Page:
Last time we left off, Walt had formed WDI in 1952, and plans were underway to build a family oriented theme park. But, before I go any farther, from my research, there seems to be a lot of confusion about whether the company is, or was, known as WDI or WED. I have found several explanations, so as a result of my discovery, the answer is both, or one acronym twice. Here's how the story goes: The company was created in the earlier part of 1952. There was already a corporation, Walt Disney Productions, which was essentially the film division and extremely busy by this time. Roy, being the financial overseer, was concerned that by mixing personal assets and business funding, which at times were one and the same, there would be a "conflict of interest." His concerns were valid; his brother had leveraged personal property at times to move forward. He wanted to make sure that there would not be any suggestion of impropriety. So, toward the latter part of the same year, WDI became WED. It wouldn't be the last time there was a re-organization or name change, but for now, planning was in full swing.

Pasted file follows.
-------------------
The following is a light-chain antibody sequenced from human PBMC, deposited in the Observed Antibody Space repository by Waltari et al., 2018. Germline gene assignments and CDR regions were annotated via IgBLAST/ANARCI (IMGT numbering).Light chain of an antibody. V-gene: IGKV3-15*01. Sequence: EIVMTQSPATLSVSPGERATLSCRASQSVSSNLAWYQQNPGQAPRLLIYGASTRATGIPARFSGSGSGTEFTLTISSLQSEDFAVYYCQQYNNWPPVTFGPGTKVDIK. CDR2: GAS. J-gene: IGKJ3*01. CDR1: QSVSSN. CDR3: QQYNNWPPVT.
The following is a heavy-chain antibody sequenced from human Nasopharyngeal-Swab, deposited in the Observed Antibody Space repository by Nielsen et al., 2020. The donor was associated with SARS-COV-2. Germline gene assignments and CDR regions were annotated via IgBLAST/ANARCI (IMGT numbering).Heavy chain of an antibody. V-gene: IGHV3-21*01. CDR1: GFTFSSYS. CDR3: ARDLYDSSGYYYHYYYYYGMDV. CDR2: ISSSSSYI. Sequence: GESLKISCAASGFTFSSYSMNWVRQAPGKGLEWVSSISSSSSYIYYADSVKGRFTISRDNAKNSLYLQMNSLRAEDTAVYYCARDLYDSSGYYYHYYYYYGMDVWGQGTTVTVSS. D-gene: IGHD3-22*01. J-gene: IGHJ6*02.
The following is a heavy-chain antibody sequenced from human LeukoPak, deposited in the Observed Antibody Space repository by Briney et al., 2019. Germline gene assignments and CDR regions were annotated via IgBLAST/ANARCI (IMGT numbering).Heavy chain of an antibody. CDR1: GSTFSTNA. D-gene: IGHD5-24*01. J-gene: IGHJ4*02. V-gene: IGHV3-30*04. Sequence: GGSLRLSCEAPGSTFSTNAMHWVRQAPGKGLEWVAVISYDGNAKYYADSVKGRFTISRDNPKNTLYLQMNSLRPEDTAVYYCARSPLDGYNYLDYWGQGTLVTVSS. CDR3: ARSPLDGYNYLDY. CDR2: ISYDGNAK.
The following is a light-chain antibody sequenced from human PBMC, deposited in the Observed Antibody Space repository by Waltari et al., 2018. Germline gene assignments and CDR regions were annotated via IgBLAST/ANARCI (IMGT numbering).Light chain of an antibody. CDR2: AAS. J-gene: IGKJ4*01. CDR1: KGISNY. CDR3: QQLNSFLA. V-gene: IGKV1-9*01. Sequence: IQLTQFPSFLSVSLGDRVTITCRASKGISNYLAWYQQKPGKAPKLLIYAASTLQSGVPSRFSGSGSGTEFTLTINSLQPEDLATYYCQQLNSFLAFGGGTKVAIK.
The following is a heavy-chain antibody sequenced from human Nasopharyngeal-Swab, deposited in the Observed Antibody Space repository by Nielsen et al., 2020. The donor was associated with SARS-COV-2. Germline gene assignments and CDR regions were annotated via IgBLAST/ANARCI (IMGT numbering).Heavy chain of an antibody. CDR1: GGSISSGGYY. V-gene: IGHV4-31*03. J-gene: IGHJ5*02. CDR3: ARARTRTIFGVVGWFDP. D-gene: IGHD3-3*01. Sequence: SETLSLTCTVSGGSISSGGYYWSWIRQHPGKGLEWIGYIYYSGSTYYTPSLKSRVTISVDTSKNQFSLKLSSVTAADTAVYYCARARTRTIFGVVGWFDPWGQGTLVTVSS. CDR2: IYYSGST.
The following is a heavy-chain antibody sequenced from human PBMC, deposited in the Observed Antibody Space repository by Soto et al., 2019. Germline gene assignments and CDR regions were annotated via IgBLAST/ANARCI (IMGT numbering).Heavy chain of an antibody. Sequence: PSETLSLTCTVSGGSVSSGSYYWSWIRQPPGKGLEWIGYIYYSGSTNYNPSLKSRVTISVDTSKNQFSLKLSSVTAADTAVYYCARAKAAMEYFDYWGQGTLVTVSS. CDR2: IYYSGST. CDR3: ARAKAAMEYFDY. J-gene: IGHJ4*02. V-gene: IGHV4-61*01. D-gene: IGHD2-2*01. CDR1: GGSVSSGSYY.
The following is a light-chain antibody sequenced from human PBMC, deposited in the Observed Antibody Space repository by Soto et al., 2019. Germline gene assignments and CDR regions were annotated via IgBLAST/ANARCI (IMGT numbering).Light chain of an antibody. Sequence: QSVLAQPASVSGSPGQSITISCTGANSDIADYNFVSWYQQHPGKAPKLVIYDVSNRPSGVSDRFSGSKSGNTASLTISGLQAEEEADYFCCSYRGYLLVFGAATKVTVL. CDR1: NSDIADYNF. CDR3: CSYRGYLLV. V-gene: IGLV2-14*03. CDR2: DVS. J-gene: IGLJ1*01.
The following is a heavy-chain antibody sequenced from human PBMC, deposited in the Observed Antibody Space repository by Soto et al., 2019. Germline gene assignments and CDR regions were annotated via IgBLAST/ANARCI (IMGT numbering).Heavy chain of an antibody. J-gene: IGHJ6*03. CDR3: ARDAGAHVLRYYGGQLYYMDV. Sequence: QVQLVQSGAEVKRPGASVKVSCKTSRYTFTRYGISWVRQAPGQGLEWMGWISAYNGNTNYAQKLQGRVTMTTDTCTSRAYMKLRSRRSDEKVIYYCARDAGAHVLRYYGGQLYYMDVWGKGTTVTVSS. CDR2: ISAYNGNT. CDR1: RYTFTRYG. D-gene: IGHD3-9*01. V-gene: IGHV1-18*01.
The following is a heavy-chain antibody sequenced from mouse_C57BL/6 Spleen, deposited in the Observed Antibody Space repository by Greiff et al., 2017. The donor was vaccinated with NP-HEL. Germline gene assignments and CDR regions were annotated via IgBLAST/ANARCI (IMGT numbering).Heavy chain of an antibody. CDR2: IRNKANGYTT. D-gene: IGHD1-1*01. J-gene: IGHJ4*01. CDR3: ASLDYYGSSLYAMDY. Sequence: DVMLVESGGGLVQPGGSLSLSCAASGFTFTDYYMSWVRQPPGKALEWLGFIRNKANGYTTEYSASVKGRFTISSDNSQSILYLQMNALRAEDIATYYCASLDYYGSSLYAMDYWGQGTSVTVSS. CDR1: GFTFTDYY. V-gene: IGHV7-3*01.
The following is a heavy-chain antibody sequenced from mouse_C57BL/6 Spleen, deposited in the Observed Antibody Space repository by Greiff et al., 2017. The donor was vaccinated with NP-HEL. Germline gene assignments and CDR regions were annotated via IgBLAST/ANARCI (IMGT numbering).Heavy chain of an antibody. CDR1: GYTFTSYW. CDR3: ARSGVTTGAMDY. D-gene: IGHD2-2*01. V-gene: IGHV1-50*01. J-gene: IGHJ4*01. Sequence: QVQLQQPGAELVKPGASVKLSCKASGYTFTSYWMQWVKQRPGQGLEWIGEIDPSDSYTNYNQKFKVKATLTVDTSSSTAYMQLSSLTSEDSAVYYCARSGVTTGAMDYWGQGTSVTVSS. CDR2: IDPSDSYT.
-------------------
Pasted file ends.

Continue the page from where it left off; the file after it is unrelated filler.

An Orange Grove, transformed into a Land of Imagination.

The corporation was formed; it would be just 30 months before Disneyland's gates would open, but where to build? Burbank was out, not just because of space, but also because the city council disapproved of a "carny" atmosphere. This is ironic because that is exactly what Walt didn't want, so he commissioned Stanford Research Institute to study the area and the demographics. In August of 1953 they told him there was a site 40 miles south of Burbank, in a quiet community of farmers, named Anaheim. It was roughly 160 acres of orange and walnut trees. It adjoined the Santa Ana Freeway, which is a huge plus as far as accessibility, and a now famous Harbor Drive. He bought the entire site for $4,500 per acre which left him with minimal capital. He decided to seek sponsorship from the television networks as they had communicated to him prior that they would like him to develop a television series. However, his pitch to both NBC and CBS was declined. ABC was a new network looking for quality programming and the timing was perfect. Disney films were box-office sellouts with a family theme. Walt and one of his studio artists, Herb Ryman, met on a weekend in September of 1953. Walt articulated his ideas in word pictures while Herb sketched. Roy, who was the lynchpin when it came to securing the loan, took the very large, highly detailed layout of the entire park to ABC. ABC granted an initial $500,000 with a promise in future loans totaling $4,500,000. In turn, they would receive one-third ownership in the park and an agreement that Walt produce a weekly show for the network.